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The online documentation says

Hash[expr] 
  gives an integer hash code for the expression expr.
Hash[expr,"type"]
  gives an integer hash code of the specified type for expr.

It also gives "possible hash code types":

  • "Adler32" Adler 32-bit cyclic redundancy check
  • "CRC32" 32-bit cyclic redundancy check
  • "MD2" 128-bit MD2 code
  • "MD5" 128-bit MD5 code
  • "SHA" 160-bit SHA-1 code
  • "SHA256" 256-bit SHA code
  • "SHA384" 384-bit SHA code
  • "SHA512" 512-bit SHA code

Yet none of these correspond to the default returned by Hash[expr].

So my questions are:

  • What method does the default Hash use?
  • Are there any other hash codes built in?
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1 Answer 1

up vote 4 down vote accepted

The default hash algorithm is, more-or-less, a basic 32-bit hash function applied to the underlying expression representation, but the exact code is a proprietary component of the Mathematica kernel. It's subject to (and has) change between Mathematica versions, and lacks a number of desirable cryptographic properties, so I personally recommend you use MD5 or one of the SHA variants for any serious application where security matters. The built-in hash is intended for typical data structure use (e.g. in a hash table).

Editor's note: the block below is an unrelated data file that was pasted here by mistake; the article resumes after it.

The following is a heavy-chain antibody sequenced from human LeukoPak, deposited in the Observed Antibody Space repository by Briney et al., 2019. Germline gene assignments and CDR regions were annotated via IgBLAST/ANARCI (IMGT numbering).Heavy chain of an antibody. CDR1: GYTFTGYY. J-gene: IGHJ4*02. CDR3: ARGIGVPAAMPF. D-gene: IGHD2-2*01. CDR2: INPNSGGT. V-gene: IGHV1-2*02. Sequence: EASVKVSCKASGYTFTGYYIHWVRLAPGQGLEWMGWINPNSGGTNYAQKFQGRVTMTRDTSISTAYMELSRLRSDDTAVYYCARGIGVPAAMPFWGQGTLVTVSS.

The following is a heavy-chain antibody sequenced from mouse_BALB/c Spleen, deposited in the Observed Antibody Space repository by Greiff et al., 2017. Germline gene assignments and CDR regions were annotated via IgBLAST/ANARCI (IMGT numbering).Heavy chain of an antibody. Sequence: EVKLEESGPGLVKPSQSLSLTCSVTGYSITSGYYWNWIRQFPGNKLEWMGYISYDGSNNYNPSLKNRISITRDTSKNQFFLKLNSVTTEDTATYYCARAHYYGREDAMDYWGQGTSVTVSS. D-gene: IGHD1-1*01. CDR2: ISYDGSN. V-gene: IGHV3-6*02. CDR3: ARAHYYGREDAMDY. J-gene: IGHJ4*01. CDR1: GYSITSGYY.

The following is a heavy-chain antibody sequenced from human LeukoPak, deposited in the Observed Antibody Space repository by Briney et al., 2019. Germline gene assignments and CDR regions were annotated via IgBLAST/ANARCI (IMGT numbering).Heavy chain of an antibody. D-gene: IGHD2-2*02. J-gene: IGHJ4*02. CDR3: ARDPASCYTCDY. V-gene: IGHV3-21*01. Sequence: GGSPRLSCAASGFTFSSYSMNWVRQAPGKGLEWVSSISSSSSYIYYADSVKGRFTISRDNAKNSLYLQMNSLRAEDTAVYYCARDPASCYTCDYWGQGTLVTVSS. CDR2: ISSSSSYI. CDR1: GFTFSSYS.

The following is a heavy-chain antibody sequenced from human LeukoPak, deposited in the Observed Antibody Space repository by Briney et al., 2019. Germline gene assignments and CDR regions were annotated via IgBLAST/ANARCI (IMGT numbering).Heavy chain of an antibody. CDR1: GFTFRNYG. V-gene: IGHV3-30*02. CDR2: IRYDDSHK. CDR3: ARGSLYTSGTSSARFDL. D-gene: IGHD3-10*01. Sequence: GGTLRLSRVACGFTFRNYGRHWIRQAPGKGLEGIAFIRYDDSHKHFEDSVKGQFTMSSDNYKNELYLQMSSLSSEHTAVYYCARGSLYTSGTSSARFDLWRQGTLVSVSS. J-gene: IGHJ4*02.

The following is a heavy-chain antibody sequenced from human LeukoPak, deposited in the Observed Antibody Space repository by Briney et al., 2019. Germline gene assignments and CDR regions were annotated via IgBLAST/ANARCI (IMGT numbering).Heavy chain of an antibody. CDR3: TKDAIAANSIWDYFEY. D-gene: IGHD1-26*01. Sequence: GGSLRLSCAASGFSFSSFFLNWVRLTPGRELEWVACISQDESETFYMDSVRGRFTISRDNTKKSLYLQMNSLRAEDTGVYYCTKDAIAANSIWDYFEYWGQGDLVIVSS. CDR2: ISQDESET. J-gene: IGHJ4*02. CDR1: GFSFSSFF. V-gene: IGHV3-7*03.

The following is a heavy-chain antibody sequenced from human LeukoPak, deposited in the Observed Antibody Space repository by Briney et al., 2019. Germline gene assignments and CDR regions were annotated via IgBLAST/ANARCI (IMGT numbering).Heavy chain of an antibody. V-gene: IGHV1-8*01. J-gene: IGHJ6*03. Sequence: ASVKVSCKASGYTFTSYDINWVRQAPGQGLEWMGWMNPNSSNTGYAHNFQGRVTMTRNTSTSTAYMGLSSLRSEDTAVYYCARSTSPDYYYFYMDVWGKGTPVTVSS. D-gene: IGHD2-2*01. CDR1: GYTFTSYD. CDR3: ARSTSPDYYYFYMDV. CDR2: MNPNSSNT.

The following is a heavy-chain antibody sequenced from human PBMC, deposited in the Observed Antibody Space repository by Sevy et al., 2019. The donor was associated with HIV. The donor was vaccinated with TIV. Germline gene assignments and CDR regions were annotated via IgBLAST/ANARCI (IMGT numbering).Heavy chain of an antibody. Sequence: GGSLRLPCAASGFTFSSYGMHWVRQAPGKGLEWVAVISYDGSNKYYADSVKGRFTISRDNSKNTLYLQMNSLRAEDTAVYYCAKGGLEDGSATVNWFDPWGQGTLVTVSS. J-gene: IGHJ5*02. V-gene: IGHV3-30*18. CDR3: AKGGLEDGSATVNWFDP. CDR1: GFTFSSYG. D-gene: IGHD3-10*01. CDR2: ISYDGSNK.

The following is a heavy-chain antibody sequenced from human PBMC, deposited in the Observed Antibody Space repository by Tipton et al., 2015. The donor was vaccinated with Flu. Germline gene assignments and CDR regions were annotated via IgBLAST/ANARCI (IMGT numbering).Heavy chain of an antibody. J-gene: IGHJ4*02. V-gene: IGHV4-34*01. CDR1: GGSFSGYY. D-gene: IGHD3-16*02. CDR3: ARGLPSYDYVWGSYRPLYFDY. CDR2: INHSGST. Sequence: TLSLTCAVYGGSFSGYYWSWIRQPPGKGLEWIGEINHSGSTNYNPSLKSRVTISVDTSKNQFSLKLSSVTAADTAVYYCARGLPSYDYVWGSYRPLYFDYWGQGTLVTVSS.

The named hash algorithms you list from the documentation are the only ones currently available. Are you looking for a different one in particular?

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@Michael Do you know if there a way to "introspect" Mathematica to get this kind of info? And also: Why isn't the "type" param of the Hash function implemented as an "option" (->) ? Mmmm may be I should post a question ... –  belisarius Oct 28 '10 at 22:04
    
@belisarius It is strange how Hash[] does not follow the option convention... –  Simon Oct 28 '10 at 23:10
    
@Michael I'm actually using it to speed up a calculation. I have some very long expressions built out of NonCommutativeMultiply that I need to Collect the coefficients and solve for linear dependence. Hashing the NonCommutativeMultiplys speeds things up by about a factor of 2. So all I need is the uniqueness of the hash. The question was asked only out of curiosity. –  Simon Oct 28 '10 at 23:14
1  
Also, @Simon, keep in mind most hash functions (including Hash[], MD5 and SHA) aren't "perfect" (i.e., injective), and unfortunately, especially not Hash. Evaluate and consider this: Length[DeleteDuplicates[Hash /@ Range[10^6]]] =) –  Michael Pilat Oct 29 '10 at 0:12
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@Simon So derive the algorithm by knowing that :D –  belisarius Oct 30 '10 at 0:33

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